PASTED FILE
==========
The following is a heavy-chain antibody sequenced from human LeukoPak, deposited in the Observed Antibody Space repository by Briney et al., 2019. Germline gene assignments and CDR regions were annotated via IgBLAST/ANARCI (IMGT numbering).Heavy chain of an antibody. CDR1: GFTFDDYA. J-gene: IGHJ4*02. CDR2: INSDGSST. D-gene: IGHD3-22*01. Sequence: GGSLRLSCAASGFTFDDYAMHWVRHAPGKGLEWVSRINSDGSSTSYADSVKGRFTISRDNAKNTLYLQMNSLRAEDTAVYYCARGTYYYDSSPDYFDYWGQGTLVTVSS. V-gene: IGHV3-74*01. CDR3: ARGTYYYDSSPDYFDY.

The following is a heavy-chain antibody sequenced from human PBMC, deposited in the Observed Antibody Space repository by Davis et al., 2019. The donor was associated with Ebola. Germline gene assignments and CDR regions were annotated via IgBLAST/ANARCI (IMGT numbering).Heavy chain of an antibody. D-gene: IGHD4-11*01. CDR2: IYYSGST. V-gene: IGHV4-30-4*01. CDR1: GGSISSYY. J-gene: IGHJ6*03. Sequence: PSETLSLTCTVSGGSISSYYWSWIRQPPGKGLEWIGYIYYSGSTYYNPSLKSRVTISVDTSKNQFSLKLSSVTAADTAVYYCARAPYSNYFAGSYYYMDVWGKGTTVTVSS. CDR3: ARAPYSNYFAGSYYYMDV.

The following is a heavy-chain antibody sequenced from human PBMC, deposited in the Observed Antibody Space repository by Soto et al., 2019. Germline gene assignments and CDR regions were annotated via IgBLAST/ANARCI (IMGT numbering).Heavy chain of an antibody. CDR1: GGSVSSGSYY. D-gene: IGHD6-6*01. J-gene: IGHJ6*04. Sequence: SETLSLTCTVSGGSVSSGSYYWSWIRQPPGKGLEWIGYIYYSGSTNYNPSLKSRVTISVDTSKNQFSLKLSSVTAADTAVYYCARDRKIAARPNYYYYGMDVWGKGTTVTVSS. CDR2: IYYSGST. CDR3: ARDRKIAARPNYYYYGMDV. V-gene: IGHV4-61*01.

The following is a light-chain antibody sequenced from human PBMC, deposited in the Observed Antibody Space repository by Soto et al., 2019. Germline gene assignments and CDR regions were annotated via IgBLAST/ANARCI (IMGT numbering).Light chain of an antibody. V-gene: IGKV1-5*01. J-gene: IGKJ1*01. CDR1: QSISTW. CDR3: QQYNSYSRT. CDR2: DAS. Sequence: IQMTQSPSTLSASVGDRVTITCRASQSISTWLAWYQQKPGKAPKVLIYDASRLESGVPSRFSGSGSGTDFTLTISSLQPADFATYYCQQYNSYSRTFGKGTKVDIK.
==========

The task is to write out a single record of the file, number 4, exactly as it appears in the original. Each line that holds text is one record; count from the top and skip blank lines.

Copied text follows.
The following is a light-chain antibody sequenced from human PBMC, deposited in the Observed Antibody Space repository by Soto et al., 2019. Germline gene assignments and CDR regions were annotated via IgBLAST/ANARCI (IMGT numbering).Light chain of an antibody. V-gene: IGKV1-5*01. J-gene: IGKJ1*01. CDR1: QSISTW. CDR3: QQYNSYSRT. CDR2: DAS. Sequence: IQMTQSPSTLSASVGDRVTITCRASQSISTWLAWYQQKPGKAPKVLIYDASRLESGVPSRFSGSGSGTDFTLTISSLQPADFATYYCQQYNSYSRTFGKGTKVDIK.